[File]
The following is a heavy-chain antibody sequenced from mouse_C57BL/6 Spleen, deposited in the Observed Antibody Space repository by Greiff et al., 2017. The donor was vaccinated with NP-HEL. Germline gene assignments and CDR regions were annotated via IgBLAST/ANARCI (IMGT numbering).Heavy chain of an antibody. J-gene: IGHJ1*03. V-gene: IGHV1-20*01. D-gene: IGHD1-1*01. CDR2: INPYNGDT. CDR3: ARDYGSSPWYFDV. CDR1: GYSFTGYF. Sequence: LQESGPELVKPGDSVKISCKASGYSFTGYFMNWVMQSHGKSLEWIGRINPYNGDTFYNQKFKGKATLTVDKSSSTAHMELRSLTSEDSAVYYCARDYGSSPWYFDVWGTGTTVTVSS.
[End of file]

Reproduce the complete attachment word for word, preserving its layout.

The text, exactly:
The following is a heavy-chain antibody sequenced from mouse_C57BL/6 Spleen, deposited in the Observed Antibody Space repository by Greiff et al., 2017. The donor was vaccinated with NP-HEL. Germline gene assignments and CDR regions were annotated via IgBLAST/ANARCI (IMGT numbering).Heavy chain of an antibody. J-gene: IGHJ1*03. V-gene: IGHV1-20*01. D-gene: IGHD1-1*01. CDR2: INPYNGDT. CDR3: ARDYGSSPWYFDV. CDR1: GYSFTGYF. Sequence: LQESGPELVKPGDSVKISCKASGYSFTGYFMNWVMQSHGKSLEWIGRINPYNGDTFYNQKFKGKATLTVDKSSSTAHMELRSLTSEDSAVYYCARDYGSSPWYFDVWGTGTTVTVSS.